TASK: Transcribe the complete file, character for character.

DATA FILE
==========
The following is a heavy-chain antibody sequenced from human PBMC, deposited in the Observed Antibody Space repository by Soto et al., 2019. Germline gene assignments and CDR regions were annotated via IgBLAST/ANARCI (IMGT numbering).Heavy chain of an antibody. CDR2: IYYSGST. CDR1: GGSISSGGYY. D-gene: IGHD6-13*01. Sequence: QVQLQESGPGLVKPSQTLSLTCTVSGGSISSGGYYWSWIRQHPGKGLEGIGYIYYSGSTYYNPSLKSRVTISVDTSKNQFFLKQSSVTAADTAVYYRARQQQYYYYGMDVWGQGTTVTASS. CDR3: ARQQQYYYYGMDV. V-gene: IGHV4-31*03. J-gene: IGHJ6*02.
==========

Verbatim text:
The following is a heavy-chain antibody sequenced from human PBMC, deposited in the Observed Antibody Space repository by Soto et al., 2019. Germline gene assignments and CDR regions were annotated via IgBLAST/ANARCI (IMGT numbering).Heavy chain of an antibody. CDR2: IYYSGST. CDR1: GGSISSGGYY. D-gene: IGHD6-13*01. Sequence: QVQLQESGPGLVKPSQTLSLTCTVSGGSISSGGYYWSWIRQHPGKGLEGIGYIYYSGSTYYNPSLKSRVTISVDTSKNQFFLKQSSVTAADTAVYYRARQQQYYYYGMDVWGQGTTVTASS. CDR3: ARQQQYYYYGMDV. V-gene: IGHV4-31*03. J-gene: IGHJ6*02.